Incidentally in this latest raid, I came across another Maxell that had ruptured less violently but had nonetheless leaked out and destroyed the logic board in a 520. :(

Share this post


Link to post
Share on other sites

Sheesh!

 

If the capacitors don't get them, the batteries will!

 

These Macs are beginning to become very high maintenance in their old age.

 

I'll have to check some of my machines (though, to my knowledge, none have the Maxell batteries, and those that did had them removed; this doesn't make them immune, however).

 

c

Share this post


Link to post
Share on other sites

Who isnt high maintenance in thier old age? Think about that sentence for a few minutes. lol. Cars are a good example. Grannys are another one.

 

This might be stretching it a bit, but in some cases its worth baking the boards at a moderate temp (high enough to drive moisture, low enough not to melt plastics or blow caps). Or simply remove non-reflowable plastics, and the caps (you have to anyway).

 

Wash and bake.

 

This will drive out the moisture out of the PCBs, and especially the ICs. Then you can store the boards in desiccant filled antistatic bags.

 

This will reduce chip failure effects from aging.

 

I know this is a factor, because I had ordered some chips from digikey for replacement parts, or new builds and some of them come in a dessicant sealed bags with a shelf-life. Why? because they absorb moisture and can cause cracking/bubbling when doing a reflow. And of course, moisture can oxidize the metallized layers on the silicon die, causing leakage, noise, and shorts. (why old transistors are very noisy and temp sensitive especially in vintage audio gear). Now this effect is really really really minute, but that possibility is always there.

 

You wont totally prevent it, but you can definitely prolong it. That is the one thing that has me concerned with CMOS and TTL ICs, or any IC for that matter during the aging process. How much does the moisture exposure, get absorbed into the IC package, and then how long does it take to oxidize and eventually effect the core.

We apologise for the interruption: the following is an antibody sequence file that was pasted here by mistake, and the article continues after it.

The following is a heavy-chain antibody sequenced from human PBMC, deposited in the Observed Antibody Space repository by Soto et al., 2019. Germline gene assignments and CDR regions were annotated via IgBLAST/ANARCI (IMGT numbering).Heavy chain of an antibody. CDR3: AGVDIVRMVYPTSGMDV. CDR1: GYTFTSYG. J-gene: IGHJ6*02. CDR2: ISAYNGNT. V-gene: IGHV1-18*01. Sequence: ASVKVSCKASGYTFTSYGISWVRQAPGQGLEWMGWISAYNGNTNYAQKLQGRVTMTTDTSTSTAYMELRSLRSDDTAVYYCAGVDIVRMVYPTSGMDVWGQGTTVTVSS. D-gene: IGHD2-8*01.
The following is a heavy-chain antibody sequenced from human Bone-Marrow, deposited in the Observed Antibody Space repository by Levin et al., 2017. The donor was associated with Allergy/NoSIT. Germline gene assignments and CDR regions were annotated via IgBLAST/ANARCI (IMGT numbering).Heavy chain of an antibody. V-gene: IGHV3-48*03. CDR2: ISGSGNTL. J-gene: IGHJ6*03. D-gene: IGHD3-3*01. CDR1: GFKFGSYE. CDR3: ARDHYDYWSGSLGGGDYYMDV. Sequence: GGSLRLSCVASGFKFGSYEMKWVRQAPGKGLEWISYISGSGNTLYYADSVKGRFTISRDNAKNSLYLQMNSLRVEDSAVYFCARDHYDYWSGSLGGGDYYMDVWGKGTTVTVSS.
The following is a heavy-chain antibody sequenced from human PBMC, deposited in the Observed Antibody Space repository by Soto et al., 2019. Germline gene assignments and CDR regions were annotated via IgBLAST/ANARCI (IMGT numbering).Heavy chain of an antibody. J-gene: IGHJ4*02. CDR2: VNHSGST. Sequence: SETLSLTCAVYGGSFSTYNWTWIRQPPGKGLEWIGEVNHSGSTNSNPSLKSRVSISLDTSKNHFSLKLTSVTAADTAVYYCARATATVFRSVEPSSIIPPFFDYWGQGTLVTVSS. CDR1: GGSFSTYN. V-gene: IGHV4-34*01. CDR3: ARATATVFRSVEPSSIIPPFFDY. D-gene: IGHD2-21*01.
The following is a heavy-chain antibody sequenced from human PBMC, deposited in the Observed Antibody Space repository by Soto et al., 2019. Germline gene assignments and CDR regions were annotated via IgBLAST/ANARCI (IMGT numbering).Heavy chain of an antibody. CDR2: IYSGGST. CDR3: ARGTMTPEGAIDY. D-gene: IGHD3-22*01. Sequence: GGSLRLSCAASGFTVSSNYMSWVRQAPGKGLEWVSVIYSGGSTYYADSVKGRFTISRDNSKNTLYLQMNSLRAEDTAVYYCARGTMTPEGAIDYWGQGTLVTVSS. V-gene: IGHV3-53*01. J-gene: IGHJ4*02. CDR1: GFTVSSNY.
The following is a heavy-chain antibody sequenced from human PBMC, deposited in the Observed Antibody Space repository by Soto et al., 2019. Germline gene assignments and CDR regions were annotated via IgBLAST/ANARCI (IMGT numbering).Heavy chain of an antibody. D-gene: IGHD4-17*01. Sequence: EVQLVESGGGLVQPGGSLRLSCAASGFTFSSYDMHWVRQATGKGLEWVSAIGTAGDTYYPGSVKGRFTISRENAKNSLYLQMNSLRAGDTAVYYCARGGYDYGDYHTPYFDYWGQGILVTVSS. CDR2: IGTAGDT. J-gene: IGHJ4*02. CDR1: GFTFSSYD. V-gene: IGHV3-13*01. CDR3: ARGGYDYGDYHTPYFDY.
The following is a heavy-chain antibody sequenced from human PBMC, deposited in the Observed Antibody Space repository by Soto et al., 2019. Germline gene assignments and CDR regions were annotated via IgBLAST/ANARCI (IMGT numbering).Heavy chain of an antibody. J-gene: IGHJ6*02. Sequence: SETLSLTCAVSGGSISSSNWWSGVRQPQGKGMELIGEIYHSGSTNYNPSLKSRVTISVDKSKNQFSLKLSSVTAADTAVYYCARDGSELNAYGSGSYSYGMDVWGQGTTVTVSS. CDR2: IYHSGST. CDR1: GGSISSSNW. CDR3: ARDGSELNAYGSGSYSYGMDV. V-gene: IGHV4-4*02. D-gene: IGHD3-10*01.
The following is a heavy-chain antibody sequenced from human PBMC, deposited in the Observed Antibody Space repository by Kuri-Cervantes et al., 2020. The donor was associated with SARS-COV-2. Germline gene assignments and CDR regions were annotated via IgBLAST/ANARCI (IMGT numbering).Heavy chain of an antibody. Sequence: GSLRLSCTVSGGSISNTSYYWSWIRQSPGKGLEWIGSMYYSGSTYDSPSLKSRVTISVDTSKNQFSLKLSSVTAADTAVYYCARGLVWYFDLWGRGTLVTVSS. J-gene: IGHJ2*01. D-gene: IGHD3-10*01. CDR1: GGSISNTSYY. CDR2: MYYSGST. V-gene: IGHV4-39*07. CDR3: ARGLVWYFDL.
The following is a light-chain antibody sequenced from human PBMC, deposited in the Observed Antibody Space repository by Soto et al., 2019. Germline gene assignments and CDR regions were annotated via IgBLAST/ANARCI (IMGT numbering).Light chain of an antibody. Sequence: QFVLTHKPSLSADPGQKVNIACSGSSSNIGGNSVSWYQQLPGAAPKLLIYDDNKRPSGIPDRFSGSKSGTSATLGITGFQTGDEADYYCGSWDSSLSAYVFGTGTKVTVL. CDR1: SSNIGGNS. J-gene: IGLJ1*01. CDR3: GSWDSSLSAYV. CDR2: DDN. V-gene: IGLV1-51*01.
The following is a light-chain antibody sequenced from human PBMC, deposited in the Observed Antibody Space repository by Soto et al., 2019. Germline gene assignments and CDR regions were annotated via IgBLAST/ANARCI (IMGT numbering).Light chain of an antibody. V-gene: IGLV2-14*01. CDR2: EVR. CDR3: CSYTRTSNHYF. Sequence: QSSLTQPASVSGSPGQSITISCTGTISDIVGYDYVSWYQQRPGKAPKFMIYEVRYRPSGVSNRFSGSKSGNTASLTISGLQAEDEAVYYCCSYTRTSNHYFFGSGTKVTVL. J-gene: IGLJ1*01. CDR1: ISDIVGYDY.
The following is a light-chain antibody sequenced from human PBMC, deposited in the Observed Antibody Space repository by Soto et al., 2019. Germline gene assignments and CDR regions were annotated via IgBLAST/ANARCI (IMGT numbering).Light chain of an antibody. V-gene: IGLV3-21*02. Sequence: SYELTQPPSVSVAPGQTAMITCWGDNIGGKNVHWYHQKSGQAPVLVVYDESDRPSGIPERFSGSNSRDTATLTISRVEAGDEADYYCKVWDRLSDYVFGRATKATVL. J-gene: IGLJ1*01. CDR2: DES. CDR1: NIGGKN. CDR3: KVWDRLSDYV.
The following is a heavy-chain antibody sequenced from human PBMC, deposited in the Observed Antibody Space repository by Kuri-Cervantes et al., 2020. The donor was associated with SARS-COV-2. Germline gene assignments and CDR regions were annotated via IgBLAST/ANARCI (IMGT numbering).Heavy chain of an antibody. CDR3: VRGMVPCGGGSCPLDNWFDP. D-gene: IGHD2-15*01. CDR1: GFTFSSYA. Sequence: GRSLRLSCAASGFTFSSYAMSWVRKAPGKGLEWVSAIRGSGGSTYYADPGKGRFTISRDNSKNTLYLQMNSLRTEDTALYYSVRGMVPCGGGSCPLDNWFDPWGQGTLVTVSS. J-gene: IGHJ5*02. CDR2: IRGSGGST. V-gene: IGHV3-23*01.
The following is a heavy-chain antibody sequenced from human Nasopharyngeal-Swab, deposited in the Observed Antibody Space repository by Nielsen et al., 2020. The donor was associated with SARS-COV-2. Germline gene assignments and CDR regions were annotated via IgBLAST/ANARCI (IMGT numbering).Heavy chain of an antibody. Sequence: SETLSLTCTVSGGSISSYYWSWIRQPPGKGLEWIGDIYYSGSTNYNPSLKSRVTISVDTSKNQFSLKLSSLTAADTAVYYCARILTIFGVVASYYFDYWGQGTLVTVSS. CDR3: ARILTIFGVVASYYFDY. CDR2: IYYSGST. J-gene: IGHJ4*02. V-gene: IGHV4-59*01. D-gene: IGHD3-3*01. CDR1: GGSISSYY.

I think its already happening (bad ram, random bad SCSI ICs from sitting, or other random IC failures), but I just cant prove it. lol. How else do you explain putting a peice of arcade, or computer hardware that worked perfectly away, set for 20 years, come back and recap but it has bad RAM now. or some other weird failure.

 

Sorry for the ramblefication, but i had to throw my 2 cents into the pot.

Share this post


Link to post
Share on other sites

Who cares. Just remove the battery completely and forget about it. If you want one, you can buy replacements that have the wires already attached and can be soldered down. some of the SE units came this way.

Share this post


Link to post
Share on other sites

I never owned any of those, so I couldnt tell ya. lol.

 

Actually, take that back, I owned a half a dozen IIgs units that were liquidated in 1999. But i cant remember them well.

Share this post


Link to post
Share on other sites

It seems the removable batteries started showing up late in the SE run, and probably in the middle of the IIx run. Had a IIx board that had two PRAM battery holders instead of the soldered batteries.

 

A solution on those machines that have enough room, might be to use a triple AA battery holder, and three rechargeable AA batteries. Would be exactly 3.6 volts when charged up.

 

-J

Share this post


Link to post
Share on other sites

Create an account or sign in to comment

You need to be a member in order to leave a comment

Create an account

Sign up for a new account in our community. It's easy!

Register a new account

Sign in

Already have an account? Sign in here.

Sign In Now

×